Los Angeles, CA (August 2, 2019)—Craft Recordings is proud to announce the release of Joan Baez’s Live at Woodstock, available today (8/2) on all digital and streaming platforms. For the very first time, fans can hear the influential folk singer’s entire set, as it was performed at the historic festival 50 years ago. Live at Woodstock features nearly an hour of music and interstitial stories, including “Sweet Sir Galahad,” “I Shall Be Released,” and a stunning a cappella rendition of “Swing Low Sweet Chariot.”
It was almost 1:00 a.m. when Joan Baez walked on stage to close out the rainy first night of Woodstock. With her acoustic guitar in hand, the visibly pregnant singer-songwriter kicked off her set with a joyful rendition of the beautifully simple Edwin Hawkins gospel tune, “Oh Happy Day.” As she segued into Tom Paxton’s “The Last Thing on My Mind,” Baez wished the audience a tongue-in-cheek “good morning.”
The weeks leading up to the three-day festival had been tumultuous for Baez. Just one month before, the singer’s then-husband, David Harris, had been arrested for draft resistance. The anti-war activist and founder of The Resistance—an organization that encouraged young men to return their draft cards in protest of Vietnam—had just begun serving a 15-month sentence in prison. He was, understandably, on his wife’s mind, and was a prevailing theme throughout the show. A few songs into her set, Baez spoke to the audience about Harris, assuring them that “He’s fine, and we’re fine too.” As a tribute to her husband, Baezperformed “Joe Hill,” a 1936 folk song about the trade union activist.
Joan was joined by two members of Harris’ Resistance movement, Jeffrey Shurtleff and Richard Festinger who, along with Baez, called themselves the Struggle Mountain Resistance Band (named after the California-based draft-resistance commune in which Harris and Baez lived). Their songs together included a rousing rendition of The Byrds’ “Drug Store Truck Drivin’ Man” and Willie Nelson’s “One Day at a Time.”
Baez closes out her set by asking the audience to join her in singing “We Shall Overcome,” dedicated to Harris. As a special bonus, the last track on the album replays the evening’s final announcements from the master of ceremonies, Chip Monck, which will make listeners feel like they are right there on that muddy farm in Bethel, NY. In her 1987 memoir, And a Voice to Sing With, Baez called Woodstock “Three extraordinary days of rain and music,” adding that, “I just stood up there in front of the residents of the golden city who were sleeping in the mud and each other’s arms, and I gave them what I could at the time. And they accepted my songs. It was a humbling moment, in spite of everything. I’d never sung to a city before.”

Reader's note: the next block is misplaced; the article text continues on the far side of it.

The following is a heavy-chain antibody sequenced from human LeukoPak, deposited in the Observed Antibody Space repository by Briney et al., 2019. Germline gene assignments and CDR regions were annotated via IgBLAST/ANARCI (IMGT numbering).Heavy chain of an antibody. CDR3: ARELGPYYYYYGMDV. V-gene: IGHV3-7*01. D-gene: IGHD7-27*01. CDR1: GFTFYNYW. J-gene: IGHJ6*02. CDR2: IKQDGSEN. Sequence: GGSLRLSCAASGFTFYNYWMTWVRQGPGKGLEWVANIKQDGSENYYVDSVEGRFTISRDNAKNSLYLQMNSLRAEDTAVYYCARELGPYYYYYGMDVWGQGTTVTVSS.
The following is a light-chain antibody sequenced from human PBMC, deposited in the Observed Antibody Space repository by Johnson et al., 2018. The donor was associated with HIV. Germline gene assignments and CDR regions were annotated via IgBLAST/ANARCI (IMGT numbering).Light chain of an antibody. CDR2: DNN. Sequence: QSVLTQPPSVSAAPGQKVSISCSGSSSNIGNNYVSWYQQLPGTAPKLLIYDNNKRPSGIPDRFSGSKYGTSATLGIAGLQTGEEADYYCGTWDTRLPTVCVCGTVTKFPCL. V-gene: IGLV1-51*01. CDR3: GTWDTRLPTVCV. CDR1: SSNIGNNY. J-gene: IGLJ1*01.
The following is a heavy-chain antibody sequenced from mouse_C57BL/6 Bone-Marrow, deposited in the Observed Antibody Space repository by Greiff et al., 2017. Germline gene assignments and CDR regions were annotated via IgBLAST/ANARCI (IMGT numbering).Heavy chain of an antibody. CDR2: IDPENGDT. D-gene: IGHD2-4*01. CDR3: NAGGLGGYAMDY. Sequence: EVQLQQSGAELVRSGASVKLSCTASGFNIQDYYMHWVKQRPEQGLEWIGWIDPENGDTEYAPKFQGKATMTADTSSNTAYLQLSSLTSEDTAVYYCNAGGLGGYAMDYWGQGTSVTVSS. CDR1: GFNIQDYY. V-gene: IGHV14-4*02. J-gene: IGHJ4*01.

Singer, songwriter and activist Joan Baez is one of the most significant figures in modern music, with a career that has spanned over six decades. Though often identified most closely with the folk movement of the sixties, her influence has extended far beyond that. A master interpreter of songs, Baez received critical and commercial success early on, recording an eclectic mix of traditional ballads, gospel and folk music. She focused awareness on songwriters ranging from Woody Guthrie to Bob Dylan, Phil Ochs, Richard Fariña, Leonard Cohen, and Tim Hardin, among others. With the passage of time, the list of songwriters whose work she recorded or performed grew to encompass Jackson Browne, Janis Ian, John Prine, Stevie Wonder, Steve Earle, Tom Waits, and many others, including songs written by Joan herself.
Many traditional songs that Joan introduced on her earliest LPs found their way into the rock vernacular: “House Of the Rising Sun” (the Animals), “John Riley” (the Byrds), “Babe, I’m Gonna Leave You” (Led Zeppelin), “Jackaroe” (Grateful Dead), and “Long Black Veil” (the Band), to name a few. A multitude of British acts who trace their origins to Fairport Convention, Pentangle, and Steeleye Span were inspired by Joan’s versions of “Geordie,” “House Carpenter,” and “Matty Groves.”
Baez’s career has never slowed down. The GRAMMY Lifetime Achievement Award Recipient and Rock and Roll Hall of Fame inductee has released over 30 studio and live albums to-date, and still actively tours. Her GRAMMY®-nominated album, Whistle Down the Wind, debuted last year at #18 on Billboard’s Top Current Albums chart and #4 on the Americana/Folk Albums chart—Baez’s strongest chart position since 1975’s Diamonds & Rust. Baez is currently in Europe for the final run of her extensive “Fare Thee Well Tour.” Visit JoanBaez.com for more information.
1. Oh Happy Day
2. The Last Thing On My Mind
3. I Shall Be Released
4. He’s Fine, And We’re Fine, Too
5. Joe Hill
6. We Three Together Constitute The Struggle Mountain Resistance Band
7. Sweet Sir Galahad
8. Hickory Wind
9. Drug Store Truck Drivin’ Band
10. One Day At A Time
11. Take Me Back To The Sweet Sunny South
12. Warm And Tender Love
13. Swing Low, Sweet Chariot
14. I Think It’s Amazing The You People Are Still Awake
15. We Shall Overcome